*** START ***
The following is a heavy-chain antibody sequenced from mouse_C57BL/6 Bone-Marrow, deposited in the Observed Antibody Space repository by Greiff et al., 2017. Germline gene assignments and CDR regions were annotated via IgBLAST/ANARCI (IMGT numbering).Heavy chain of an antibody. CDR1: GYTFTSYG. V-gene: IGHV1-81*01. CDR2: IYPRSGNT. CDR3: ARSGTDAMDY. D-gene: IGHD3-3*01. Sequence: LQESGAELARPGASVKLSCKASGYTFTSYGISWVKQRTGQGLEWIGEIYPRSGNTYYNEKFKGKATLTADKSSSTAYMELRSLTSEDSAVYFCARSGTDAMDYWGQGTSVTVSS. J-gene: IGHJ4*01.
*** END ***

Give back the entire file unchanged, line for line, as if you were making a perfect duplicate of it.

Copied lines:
The following is a heavy-chain antibody sequenced from mouse_C57BL/6 Bone-Marrow, deposited in the Observed Antibody Space repository by Greiff et al., 2017. Germline gene assignments and CDR regions were annotated via IgBLAST/ANARCI (IMGT numbering).Heavy chain of an antibody. CDR1: GYTFTSYG. V-gene: IGHV1-81*01. CDR2: IYPRSGNT. CDR3: ARSGTDAMDY. D-gene: IGHD3-3*01. Sequence: LQESGAELARPGASVKLSCKASGYTFTSYGISWVKQRTGQGLEWIGEIYPRSGNTYYNEKFKGKATLTADKSSSTAYMELRSLTSEDSAVYFCARSGTDAMDYWGQGTSVTVSS. J-gene: IGHJ4*01.